By Chris McBeath

The cheers from below fueled my courage. Still, with every step the air currents seemed ever stronger, my knuckles grew ever whiter as my fingers clutched the rigging, and my refrains of ‘Yo Ho Ho’ sang out with ever decreasing bravado. But there was little choice. My ascent was a matter of honor borne out of a cheery time the evening before when I had blithely accepted a challenge to climb the ratlines. After all, how hard could it be? My ancestors had served in the British Royal Navy on craft such as this and surely somewhere, somehow, their salt was in my veins.

In truth, sailing has never been my forte but after a few days on board the Angelique, one of a dozen historic, multi-mast vessels that form The Maine Windjammer Association, it was as if I had been born to feel the wind.

100 years ago schooners raced up and down the Eastern seaboard to get their precious goods to market, and only fell into near oblivion with the advent of faster steamships and trains. Today, these majestic craft are making a comeback, refurbished and steadfast in plying a new styled cargo through the water: passengers.

Although many vessels date back some 80-100 years, the Angelique is one which was purpose built in 1980 for the modern windjamming trade. Based out of picturesque Camden, Maine, she is the only ketch in the Association’s fleet and, fashioned after a sturdy English fishing trawler of the late 1880s, has several other distinguishing features. These include a raised helm, roomy deck space, an on-deck lounge and galley – warm refuge if the wind starts to bite, and 5,296 sq ft of red-hued sails, the result of a time-honoured weather resistant treatment involving tallow, tannic acid and red ochre.

Windjamming is the antithesis of big-box cruises, and offers an intimate experience for sailing enthusiast and neophyte alike. Start by finding a sunny spot and watch the Penobscot Bay shore glide by as a moving tableau of historic lighthouses, whitewashed homes with lobster pots stacked to their roofline, wildlife of nesting puffins, seals, squawking gulls and magnificent rocky outcrops that have made the coastline legendary.

Chances are that at some point you’ll rally to the First Mate’s battle cry, “team work is no work” and will find yourself helping to raise the jib, hoist that rope, splice a line, or furl the sail. Even getting ashore is an involved process, jumping into a skiff, grabbing an oar (unless you take a centre seat) and rowing to a village dock or a granite ledge ornamented with barnacles, mussels and periwinkles. Besides, participation helps work up an appetite for traditional, homestyle cuisine – tasty and always plenty of it, and certainly promotes a great night’s sleep in surprisingly comfortable, albeit tiny, cabins.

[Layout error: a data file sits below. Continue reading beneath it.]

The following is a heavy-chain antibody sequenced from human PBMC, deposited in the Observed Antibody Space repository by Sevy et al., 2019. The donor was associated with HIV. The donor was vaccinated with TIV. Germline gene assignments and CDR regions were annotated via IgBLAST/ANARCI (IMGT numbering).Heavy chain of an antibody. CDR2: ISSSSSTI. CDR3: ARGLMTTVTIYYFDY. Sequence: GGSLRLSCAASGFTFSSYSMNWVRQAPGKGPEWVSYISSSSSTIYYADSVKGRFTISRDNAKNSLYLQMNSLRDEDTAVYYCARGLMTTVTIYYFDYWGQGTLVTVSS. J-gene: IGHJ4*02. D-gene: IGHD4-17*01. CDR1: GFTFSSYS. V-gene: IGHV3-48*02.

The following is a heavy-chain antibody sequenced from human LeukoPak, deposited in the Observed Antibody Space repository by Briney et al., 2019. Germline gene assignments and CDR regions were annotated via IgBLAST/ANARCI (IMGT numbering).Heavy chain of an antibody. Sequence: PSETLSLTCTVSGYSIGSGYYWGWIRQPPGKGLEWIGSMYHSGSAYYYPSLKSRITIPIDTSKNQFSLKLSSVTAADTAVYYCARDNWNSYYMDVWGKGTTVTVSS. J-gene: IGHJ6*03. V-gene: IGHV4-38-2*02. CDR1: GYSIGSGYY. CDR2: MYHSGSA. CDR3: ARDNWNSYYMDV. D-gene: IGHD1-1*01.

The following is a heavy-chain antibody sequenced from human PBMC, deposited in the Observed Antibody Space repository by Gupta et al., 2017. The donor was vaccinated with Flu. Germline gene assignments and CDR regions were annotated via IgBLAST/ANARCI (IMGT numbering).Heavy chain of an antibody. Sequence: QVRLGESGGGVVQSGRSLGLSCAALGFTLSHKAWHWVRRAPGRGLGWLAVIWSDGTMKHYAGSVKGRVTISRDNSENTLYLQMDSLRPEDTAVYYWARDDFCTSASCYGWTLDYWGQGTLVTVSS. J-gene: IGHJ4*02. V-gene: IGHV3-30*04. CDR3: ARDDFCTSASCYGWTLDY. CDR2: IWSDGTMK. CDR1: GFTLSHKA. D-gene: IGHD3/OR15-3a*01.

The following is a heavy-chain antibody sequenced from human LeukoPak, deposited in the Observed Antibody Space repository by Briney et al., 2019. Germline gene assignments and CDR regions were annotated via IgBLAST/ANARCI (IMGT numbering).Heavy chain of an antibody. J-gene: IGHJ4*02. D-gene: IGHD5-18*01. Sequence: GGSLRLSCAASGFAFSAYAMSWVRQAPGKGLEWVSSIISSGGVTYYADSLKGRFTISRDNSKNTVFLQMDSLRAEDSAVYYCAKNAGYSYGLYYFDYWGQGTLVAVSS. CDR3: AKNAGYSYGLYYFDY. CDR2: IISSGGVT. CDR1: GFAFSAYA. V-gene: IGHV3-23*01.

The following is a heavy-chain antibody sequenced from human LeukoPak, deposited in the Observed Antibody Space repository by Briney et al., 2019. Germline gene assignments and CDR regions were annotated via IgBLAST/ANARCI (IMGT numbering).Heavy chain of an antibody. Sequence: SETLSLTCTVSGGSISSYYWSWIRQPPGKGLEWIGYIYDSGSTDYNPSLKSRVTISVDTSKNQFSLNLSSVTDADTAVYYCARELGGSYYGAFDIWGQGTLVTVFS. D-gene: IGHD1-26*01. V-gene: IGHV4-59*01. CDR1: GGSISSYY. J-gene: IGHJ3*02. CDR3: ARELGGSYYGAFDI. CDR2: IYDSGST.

Another allure of windjamming is its out-of-the-ordinary shore excursions to islands, coves, and hamlets. Places like Wooden Boat Harbor and its one-of-a-kind boat building school, North Haven where galleries only accept cash or a promise that’ll you’ll send payment later, Pulpit Harbor (aka Calvet Habour from Angela Lansbury’s popular TV series Murder, She Wrote), Cranberry Island which you can traverse in 20 minutes to a beach strewn with white-banded ‘lucky’ stones, and always a special place to view spectacular sunsets against which the entire crew will conjure up a feast of lobster, baked beneath a swaddle of seaweed. As a cruise-ship port, Bar Harbor is an exception but no less delightful. This small urban community bustles with shops and galleries and is a nice change of pace especially if you take time to see some of the older homes that still exude an elegant grandeur of their Rockefeller-era heritage.

Experiencing the romance of a bygone age is really the essence of any windjamming adventure. It invokes a freedom of spirit that dwarfs sailing in any smaller craft and you can’t help but release the everyday. And in doing so your imagination will unfurl into the wind, from where it might even evoke images of pirates climbing the ratlines.

Photos (in the order they appear):

  • Mast photo by Chris McBeath
  • Angelique photo by Chris McBeath
  • Rigging photo by Chris McBeath
  • Chris and Bill in the Bowsprit Netting
  • Raising the Sails photo by Chris McBeath
  • Maine Lighthouse
  • Wheel at sunset photo by Chris McBeath

Getting there:

Take a Cape Air flight to Rockport, Maine and pick up a short taxi ride to Camden Harbor. If you’re driving, cars can be left in a secured parking lot. Check out, and